* you lookin a bit furry in your picture *
Yea... well, I just woke up briefly from hibernation and hadn't had a chance to shave. All that hair was making me itch.
As for what to use for table material, this is another Ford vs. Chevy kind of thing, as people here have used particle board, MDF, plywood, cast iron, cutting board material, sheet steel and marble (and probably some I've missed).
When I was starting out here, I asked the same question and "two layers of 3/4" MDF with Formica on both sides" seemed to get more recommendations that day than anything else, so I decided to go with it. When I actually went to my supplier, they made me a super-deal on a damaged piece of 1", with a 1/2" for the second piece, saving me some $$$. I didn't care for the laminates I found at HomeDepot, so found a place to buy Formica. Others may have exactly the opposite preference.
For the edges, again some use laminate, some hardwood and some apply a vapor-resistant finish such as polyurethane or wax. I chose hardwood, simply because I preferred the appearance and mitering the hardwood for the corners would be a new experience for me.
I built mine last summer and it's been suspended between 2 sawhorses since then, with my 3hp router installed in a cantelevered end the whole time, with no sagging. About Thanksgiving I added a second 3hp router to the table, still supported with 2 sawhorses and its still flat. I do however have a router cabinet that is <very slowly> under construction.
As for the best site to find material recommendations, I'd have to say that the cumulative knowledge of the gurus here (and I"m not one of them) greatly exceeds any book or online source I've seen. You won't always get a consensus here, but you'll hear different people describe what they like and why... and can come to your own conclusion.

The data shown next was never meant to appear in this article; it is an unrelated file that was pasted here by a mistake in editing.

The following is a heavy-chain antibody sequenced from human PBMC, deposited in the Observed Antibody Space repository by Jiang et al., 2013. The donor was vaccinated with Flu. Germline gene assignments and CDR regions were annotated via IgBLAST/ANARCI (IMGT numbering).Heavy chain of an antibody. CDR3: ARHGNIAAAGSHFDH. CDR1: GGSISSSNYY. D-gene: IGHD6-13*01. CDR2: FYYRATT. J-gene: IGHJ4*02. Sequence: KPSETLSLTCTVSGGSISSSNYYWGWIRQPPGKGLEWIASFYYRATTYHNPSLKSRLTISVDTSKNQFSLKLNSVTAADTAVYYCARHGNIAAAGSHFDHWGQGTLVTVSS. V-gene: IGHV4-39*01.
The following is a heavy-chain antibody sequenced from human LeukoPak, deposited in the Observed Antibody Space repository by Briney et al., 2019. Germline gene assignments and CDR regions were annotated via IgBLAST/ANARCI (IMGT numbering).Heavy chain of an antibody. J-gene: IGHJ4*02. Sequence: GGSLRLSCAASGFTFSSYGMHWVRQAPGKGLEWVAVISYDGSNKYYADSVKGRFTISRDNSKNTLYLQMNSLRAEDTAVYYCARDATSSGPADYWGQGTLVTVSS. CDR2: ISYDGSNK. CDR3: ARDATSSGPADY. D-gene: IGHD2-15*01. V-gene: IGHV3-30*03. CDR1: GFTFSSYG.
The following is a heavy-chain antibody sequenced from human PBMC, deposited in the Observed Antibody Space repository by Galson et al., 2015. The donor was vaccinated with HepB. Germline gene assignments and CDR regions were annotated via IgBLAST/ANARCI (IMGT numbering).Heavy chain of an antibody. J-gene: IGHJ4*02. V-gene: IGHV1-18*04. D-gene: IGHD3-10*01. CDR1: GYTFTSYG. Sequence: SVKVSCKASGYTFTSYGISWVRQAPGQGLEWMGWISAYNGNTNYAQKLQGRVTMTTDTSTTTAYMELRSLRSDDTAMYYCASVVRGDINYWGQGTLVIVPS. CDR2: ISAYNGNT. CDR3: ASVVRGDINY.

You're starting to realize just how versatile the router is but I"d have to say that I often find new uses for it here that I didn't know existed. Members here come from incredibly diverse backgrounds including machinists, millwrights, pattern makers, carpenters, cabinetmakers, and many, many more. Heck, they even let a few *engineers* (like me) in here! <g>
In my opinion you are thinking completely clearly on those applications. I too started out with a 3hp plunge... then got a 3hp fixed base for my lift.. then a laminate trimmer (Bosch Colt), and then a couple of dual-base units in the 2+hp range.
I came here with the Tim Allen mentality but have come to learn that routers are like Crescent wrenches. Sometimes you need a 15-incher, usually a 6-10" wrench is fine and occasionally you need a 3-incher.
As for bits, I recommend ignoring HSS bits, only going for carbide tipped or solid carbide as the HSS bits will burn too easily. As for bit quality, the top tier includes Whiteside, Freud and CMT, mid-range includes the Bosch's, Lee Valley, MLCS and others, and the third tier are the HSS and <generally imported> bit with poor quality control, where one bit can be A_OK and the next iffy.
As for me, I have some of most of those and a few others and I think they each have a place. My personal favorite is Whiteside, though they're also one of the most expensive. I've had the worst luck with Porter Cable but it may just be me... and they're often in sale.
Although I've never bought anything on ebay, many here do and have good results, especially from companies that others here have had good results with. One ebay company people here seem to like (correct me if I miss-type this folks!) is "Super Carbide".
I haven't made any raised panel doors yet, but will be making some by the time I finish my RT. I've had others strongly recommend the video tapes from Marc Sommerfeld's New Expanded DVD Collection
for learning the process. They also brag about their match rail and stile bit sets but I haven't thought that through yet. I'll start with the videos myself!
Hey BJ, Harry, Mike, Curious and others who have extensive experience here.. please fill in any holes I've left and correct any mistakes I've made!